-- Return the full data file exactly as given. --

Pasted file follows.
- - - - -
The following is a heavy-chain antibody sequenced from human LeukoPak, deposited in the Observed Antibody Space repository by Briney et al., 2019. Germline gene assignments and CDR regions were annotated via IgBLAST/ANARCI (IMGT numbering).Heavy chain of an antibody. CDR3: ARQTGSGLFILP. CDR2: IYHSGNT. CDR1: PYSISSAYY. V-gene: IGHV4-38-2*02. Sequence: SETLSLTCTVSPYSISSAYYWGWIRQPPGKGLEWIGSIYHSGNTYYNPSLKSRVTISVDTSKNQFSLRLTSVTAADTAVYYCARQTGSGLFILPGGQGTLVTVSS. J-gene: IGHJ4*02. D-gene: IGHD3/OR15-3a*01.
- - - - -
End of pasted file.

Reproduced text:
The following is a heavy-chain antibody sequenced from human LeukoPak, deposited in the Observed Antibody Space repository by Briney et al., 2019. Germline gene assignments and CDR regions were annotated via IgBLAST/ANARCI (IMGT numbering).Heavy chain of an antibody. CDR3: ARQTGSGLFILP. CDR2: IYHSGNT. CDR1: PYSISSAYY. V-gene: IGHV4-38-2*02. Sequence: SETLSLTCTVSPYSISSAYYWGWIRQPPGKGLEWIGSIYHSGNTYYNPSLKSRVTISVDTSKNQFSLRLTSVTAADTAVYYCARQTGSGLFILPGGQGTLVTVSS. J-gene: IGHJ4*02. D-gene: IGHD3/OR15-3a*01.